• Hard to cut to dimension or drill
  • Expensive 

17. Interlocking Paver Driveways 

Interlocking pavers are a popular alternative to brick or cobblestone driveways and one of the best driveway materials for DIY installation. 

These pavers connect together through the use of sand, and are a suitable choice for any application where bricks or concrete would be used for. 

Unlike concrete or asphalt, these pavers don’t require any curing time. They must be laid on a previously-prepared base of concrete and sand, and are ready to drive or walk onto right after setting. 

Interlocking pavers are also designed to lock perfectly one against the other. There is little to no room left between them, so fewer chances for weeds to pass through.

Since they are not glued to the substrate, these pavers are also easy to remove and replace whenever you want. 


  • Fairly easy to install with no adhesive
  • Easy to replace a cracked or damaged paver 
  • A cleaner appearance than other pavers


  • Require a perfectly prepared base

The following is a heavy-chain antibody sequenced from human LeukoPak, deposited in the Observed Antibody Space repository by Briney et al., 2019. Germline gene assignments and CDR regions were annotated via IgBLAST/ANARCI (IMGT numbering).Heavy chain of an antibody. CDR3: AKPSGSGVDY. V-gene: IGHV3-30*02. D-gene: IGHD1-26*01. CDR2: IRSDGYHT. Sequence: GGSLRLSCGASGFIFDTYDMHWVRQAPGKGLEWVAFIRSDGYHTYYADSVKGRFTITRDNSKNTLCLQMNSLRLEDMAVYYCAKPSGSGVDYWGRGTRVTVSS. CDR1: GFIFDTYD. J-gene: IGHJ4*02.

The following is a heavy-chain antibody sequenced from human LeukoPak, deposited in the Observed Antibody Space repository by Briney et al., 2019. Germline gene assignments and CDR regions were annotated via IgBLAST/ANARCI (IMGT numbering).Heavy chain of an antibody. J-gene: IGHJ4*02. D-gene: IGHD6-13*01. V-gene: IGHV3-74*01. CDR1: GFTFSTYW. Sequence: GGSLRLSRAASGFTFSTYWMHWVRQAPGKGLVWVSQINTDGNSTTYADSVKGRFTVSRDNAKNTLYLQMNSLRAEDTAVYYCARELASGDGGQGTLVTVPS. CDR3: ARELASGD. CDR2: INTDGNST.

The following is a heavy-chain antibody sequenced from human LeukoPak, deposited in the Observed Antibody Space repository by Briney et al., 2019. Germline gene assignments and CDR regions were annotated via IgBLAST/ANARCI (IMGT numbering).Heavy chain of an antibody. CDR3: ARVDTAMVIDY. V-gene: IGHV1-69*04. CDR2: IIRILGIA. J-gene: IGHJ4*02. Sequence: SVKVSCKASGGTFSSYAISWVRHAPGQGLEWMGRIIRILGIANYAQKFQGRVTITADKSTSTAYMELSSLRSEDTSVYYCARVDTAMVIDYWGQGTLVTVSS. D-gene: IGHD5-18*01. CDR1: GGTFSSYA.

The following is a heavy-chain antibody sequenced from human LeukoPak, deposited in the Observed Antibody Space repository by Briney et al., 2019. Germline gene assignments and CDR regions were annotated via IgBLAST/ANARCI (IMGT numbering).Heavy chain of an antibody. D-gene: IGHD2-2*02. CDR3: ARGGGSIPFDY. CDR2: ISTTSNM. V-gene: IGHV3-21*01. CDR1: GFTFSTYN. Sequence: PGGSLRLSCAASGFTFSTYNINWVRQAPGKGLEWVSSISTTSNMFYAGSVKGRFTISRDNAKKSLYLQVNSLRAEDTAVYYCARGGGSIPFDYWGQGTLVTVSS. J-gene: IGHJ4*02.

• Moss and algae growth can be observed in shaded areas 
  • Generally more difficult to maintain than concrete 

18. Bitumen Driveways 

Bitumen is commonly applied onto concrete or asphalt driveways, but it can be successfully installed on its own too, over well compacted ground. 

Its main advantage is the low cost compared to other driveway options. Bitumen is also weather-resistant and porous, offering adequate drainage. 

Like asphalt, this material is malleable. In other words, it can become tarry and scorching hot when sunny. 

Despite its common use in road construction, bitumen isn’t a common option for residential driveways. 


  • Typically cheaper than asphalt 
  • Easy to install on level surfaces 
  • Porous surface offers adequate drainage 


  • Poor weather resistance compared to asphalt or tarmac 
  • Can become very hot in summer 
  • Wears out faster than other materials

19. Crazy Paving Driveways

A popular technique used in many driveways and paths throughout the UK, crazy paving refers to using irregular shaped bricks or stone slabs arranged in random (but fitting) patterns.